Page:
Leonardo da Vinci (Fiumicino) Airport

Leonardo da Vinci Airport, better known as Fiumicino, is Europe’s 6thbiggest airport and sees a massive 35 million people pass through its doors every year. Located 30km west of the city centre, it is connected by a range of buses and direct trains.

The Leonardo Express train will take you into the centre of Rome in approximately 32 minutes. Tickets cost €14 and depart every 15 to 30 minutes from 6.23am to 11.23pm. Regional trains take a little longer and stop in Trastevere, Termini, Ostiense and Tiburtina. They leave every 15 to 30 minutes and run via Rome’s metro, costing €8 from any standard ticket machine.

The trains are a quick and easy option but for a little more comfort, I highly recommend taking one of the direct buses. The SIT shuttle runs to Via Marsala 5, by Termini and to Via Crescenzio near the Vatican every 30-45 minutes. The bus takes about an hour, have free WiFi and cost only €6. Tickets are available on board. Cotral and Terravision buses operate for the same price and stop at Termini and Tiburtina – the two major train stations in Rome.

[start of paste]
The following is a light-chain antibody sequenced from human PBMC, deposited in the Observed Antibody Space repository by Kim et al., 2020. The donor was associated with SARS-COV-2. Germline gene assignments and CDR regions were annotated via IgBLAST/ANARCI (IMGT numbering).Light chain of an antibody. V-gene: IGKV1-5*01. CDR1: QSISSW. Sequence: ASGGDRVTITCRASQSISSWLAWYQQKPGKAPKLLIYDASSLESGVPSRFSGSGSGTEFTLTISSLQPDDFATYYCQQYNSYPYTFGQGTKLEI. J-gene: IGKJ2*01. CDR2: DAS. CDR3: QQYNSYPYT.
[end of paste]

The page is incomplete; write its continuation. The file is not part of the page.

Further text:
White city taxis line up directly outside the airport for a set fair of €48, valid for up to four passengers, including luggage. Journey time is about 45 minutes depending on traffic. Beware of private taxis from someone who approaches you, as you cannot be sure of the rate they may charge or additional ‘tolls’ they add along the way.


Ciampino is the hub for European low-cost carrier Ryanair and is slightly closer to the city centre. Bus services are by far the easiest way to get into town taking only around 40 minutes. Terravision and SIT buses are reliable and tickets can be purchased on board. Taxis to and from Ciampino take around 30 minutes depending on traffic with a set rate of €30.

Getting around can be quite the adventure. The city appears to run on its own schedule and you never know what could be just around the corner! Hopefully these tips will get you navigating the city like a local in no time – and don’t forget to have fun and see the sights on your way!

When planning your Rome vacation, it’s important to consider how you will get to your hotel from one of the two airports flying into the capital. Here are some top tips that will help you make it to your hotel hassle free, as well as some handy hints on the best ways to get around Rome.